Almost 170 years after the first crops began to rot in what is now the Republic of Ireland, an Irish nonprofit, Vita, hopes to give the potato a new purpose in alleviating hunger in the Horn of Africa. Working with Gama Gofa Zonal Administration, the International Potato Centre, Arba Minch University, Teagasc, Wageningen and the Irish Potato Federation, Vita founded the Potato Centre of Excellence in 2013. The Centre, based in Gama Gofa, Ethiopia, plans to help over 100,000 Ethiopian farmers grow potatoes as a staple crop within the the next five to 10 years.
Potatoes have long sustained the Irish population, and as Vita highlights, potatoes “use less water per nutritional output than all other major food sources and can be grown in Africa.” The Centre will give a bag of potato seeds to individual farmers with the idea that the farmers will return two bags of seeds the following year. Vita is in the process of introducing new strains of potatoes with the hope of increasing crop yields in the Horn of Africa.
Mother Teresa, Father Kevin Doheny and Father Norman Fitzgerald founded Vita in 1989 with the mission of tackling “…household food insecurity through community-led sustainable agriculture projects, which are scalable and replicable, with a special focus on women as the key enablers of sustainable development.”
The organization, located in Dublin, has also worked to further the efforts of the Potato Coalition of six countries in Sub-Saharan Africa. The United States Agency for International Development has help to fund the Coalition, which has already brought aid to over 10,000 farmers in Southern Ethiopia since its inception in 2013. The Coalition aims to eventually help four million potato farmers in Africa by connecting researchers, the private sector and local organizations.
The diversity of the new potato crops remains key to the success of potato farming across the region in order to protect against the Phytophthora infestans that causes the kind of potato blight seen in the 1846 to 1852 Irish famine. An estimated 1 million Irishmen died from starvation or epidemic as a result of the famine, and an additional 2 million left Ireland for better economic opportunity elsewhere.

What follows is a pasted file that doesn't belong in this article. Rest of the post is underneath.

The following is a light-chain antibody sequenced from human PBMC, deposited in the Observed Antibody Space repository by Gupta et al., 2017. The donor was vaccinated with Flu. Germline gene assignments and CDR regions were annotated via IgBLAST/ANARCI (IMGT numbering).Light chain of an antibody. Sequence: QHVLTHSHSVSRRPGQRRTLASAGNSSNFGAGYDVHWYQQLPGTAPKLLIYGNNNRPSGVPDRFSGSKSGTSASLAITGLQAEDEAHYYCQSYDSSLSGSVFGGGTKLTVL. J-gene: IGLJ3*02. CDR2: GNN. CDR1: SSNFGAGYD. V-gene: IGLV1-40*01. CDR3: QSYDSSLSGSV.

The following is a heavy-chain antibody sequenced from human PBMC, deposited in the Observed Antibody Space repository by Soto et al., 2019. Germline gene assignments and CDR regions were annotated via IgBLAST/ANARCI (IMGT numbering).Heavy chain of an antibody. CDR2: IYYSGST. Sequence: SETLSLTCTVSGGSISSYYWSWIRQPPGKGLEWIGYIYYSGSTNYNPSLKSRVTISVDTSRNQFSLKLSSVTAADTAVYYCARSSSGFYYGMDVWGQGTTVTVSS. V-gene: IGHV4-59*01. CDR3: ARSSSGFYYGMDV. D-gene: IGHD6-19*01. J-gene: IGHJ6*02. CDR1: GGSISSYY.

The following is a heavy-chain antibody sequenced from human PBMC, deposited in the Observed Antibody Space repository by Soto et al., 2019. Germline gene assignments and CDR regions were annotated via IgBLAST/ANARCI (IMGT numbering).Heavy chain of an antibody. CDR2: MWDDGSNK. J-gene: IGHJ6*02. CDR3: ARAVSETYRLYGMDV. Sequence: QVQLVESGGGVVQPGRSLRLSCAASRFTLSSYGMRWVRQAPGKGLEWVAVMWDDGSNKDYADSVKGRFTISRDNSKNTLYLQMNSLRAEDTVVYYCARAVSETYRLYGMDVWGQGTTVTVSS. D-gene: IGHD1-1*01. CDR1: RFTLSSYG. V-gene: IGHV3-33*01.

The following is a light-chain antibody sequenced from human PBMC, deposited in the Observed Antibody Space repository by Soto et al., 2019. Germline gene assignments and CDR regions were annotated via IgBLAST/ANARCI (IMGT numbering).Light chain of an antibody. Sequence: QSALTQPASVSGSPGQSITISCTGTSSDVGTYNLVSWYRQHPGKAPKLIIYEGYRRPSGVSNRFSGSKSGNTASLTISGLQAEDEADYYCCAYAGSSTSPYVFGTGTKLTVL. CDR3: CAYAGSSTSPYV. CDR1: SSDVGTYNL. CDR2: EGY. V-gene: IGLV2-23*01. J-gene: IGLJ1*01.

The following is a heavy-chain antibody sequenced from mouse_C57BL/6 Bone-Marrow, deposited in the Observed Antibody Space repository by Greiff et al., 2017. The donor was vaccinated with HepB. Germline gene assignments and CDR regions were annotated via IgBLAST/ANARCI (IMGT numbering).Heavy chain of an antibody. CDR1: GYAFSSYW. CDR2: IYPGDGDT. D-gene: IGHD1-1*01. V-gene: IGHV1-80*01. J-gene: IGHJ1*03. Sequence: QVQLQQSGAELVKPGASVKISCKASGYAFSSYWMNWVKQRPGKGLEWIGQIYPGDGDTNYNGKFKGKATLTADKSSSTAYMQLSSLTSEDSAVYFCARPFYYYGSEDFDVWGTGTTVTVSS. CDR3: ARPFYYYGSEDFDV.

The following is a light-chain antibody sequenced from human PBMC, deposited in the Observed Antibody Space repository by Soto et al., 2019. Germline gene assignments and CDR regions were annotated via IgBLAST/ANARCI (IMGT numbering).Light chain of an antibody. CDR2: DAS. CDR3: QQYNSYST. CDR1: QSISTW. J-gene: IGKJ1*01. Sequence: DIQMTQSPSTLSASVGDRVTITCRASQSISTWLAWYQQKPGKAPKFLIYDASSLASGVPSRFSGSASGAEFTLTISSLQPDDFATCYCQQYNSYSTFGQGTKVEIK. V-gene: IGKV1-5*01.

Although the naturally occurring disease was disastrous on its own, many historians today point to the policies of the British government under Prime Minister Lord John Russell as massively negligent at best, genocide at worst. Influenced by new liberal ideas on the free market economy and long-held bigotry against the Irish, the Whig administration’s response was to introduce arbitrary public work projects and inadequate food rations via the Irish Poor Acts.
As then assistant secretary to the treasury, Lord John Russell claimed, “The judgement of God sent the calamity to teach the Irish a lesson, that calamity must not be too mitigated. …The real evil with which we have to contend is not the physical evil of the Famine, but the moral evil of the selfish, perverse and turbulent character of the people.”
In 1997, Prime Minister Tony Blair formally apologized for the British government’s role in the famine.
Even with continued tensions with the British over the status of Northern Ireland, the Irish now have the opportunity to evolve the potato from a painful reminder to a symbol of hope for a sustainable future.
– Erica Lignell